There’s just so much packed into this novel, but it doesn’t feel overstuffed. Hamilton has a very clear grip on both her characters and her story. She is an excellent storyteller, and manages to interweave so many different elements in a way that felt cohesive and thrilling. I could not wait to pick up the next book after I read this, and I might actually be dying while waiting for the third. And really, how the heck is this her debut? Damn, girl.
This is the first in a trilogy. The second is Traitor to the Throne, and the third, Hero at the Fall, is due in March 2018.
Hook: A blue-eyed bandit whose gun is an extension of her arm, and whose true name is a secret.
What: I’ll Give You the Sun by Jandy Nelson
Why: This book is like music put into words. Like if you took actual notes and translated them into words. It’s just beautiful. The writing in this is like nothing I’ve ever seen, and I loved it so much that I immediately went out and bought Nelson’s other book after reading this. It’s heartbreaking, romantic, full of loss and love and tragedy and triumph, and just so well written. There’s nothing about this book that I don’t love.
It’s told in a really interesting way, too. One of the twins is in the past, and one is in the future, and there was this terrible thing that happened between them to push them apart that we don’t find out about until the two stories collide. It’s such a beautiful, sad story about the very specific bond between siblings, and it’ll make you cry and laugh all at once.
Hook: Twins who cut the world in half, and make deals in love.
What: The Someday Birds by Sally J Pla
Why: I honestly want to recommend this book to everyone. I read it in one day, which very rarely happens, but I just couldn’t put this down. There is so much to love in this book. First: the story. I did say I was only going to do the one-sentence hook, and while I still am, there was a very specific reason I picked up this book. Well, two. The cover was gorgeous, so I immediately picked it up, but then I found out that main character was autistic, and it was an automatic buy. I was kind of, like, distantly aware that most novels don’t have characters with disabilities, and if they do, they’re certainly not the main character. I’ve been more closely aware of it lately, though, and so I’ve been trying to buy and read more books with characters with disabilities as either the main character or one of the main secondary characters. Even beyond the autism, though (which Pla handles amazingly), the story itself is just beautiful. I found myself laughing and crying equally in this one-sitting reading.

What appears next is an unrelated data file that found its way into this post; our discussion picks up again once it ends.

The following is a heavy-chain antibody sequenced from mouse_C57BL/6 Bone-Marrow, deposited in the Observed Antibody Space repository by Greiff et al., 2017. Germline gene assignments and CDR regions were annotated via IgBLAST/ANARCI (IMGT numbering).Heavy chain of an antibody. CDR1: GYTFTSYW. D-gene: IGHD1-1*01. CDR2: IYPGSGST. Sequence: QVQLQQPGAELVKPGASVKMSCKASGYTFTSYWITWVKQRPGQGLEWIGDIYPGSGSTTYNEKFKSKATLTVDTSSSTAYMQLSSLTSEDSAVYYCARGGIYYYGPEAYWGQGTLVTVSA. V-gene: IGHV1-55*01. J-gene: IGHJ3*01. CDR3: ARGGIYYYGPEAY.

Second: the characters. Every single character in this was unique, and had a really interesting personality. It wasn’t just a quirk to their personality, either, that made them stand out, but just themselves overall. They were just so well-crafted. And third: the language. Pla is an outstanding writer, and I am very, very eager to read what she writes next.
Hook: A boy on a cross-country journey to find the secret to happiness for his father.
What: A Darker Shade of Magic by VE Schwab
Why: I was introduced to Schwab through one of my dear friends. It’s been a long time since I had someone in my life who read the same kind of books as me, and who I was able to share recommendations with. Patrick was adamant that I read this, and I’d already picked up ADSOM and This Savage Song in a book haul, so I finally dug in. Wow. It took me about two and a half weeks to read the entire series, and since that fateful month in July, I’ve read two more Schwab books and purchased another two. The way she combines magic, fantasy, realistic characters, gorgeous words, and story is just out of this world. Schwab is a master storyteller. This is the perfect kind of book when you’ve read Harry Potter a million times and want to read something similar, but with more stakes and more of an adult world.
This is the first in a complete trilogy. The second is A Gathering of Shadows, and the third is A Conjuring of Light.
Hook: Once, there were four Londons, but that was before magic tried to eat one of them whole.
What: Moondust: In Search of the Men Who Fell to Earth by Andrew Smith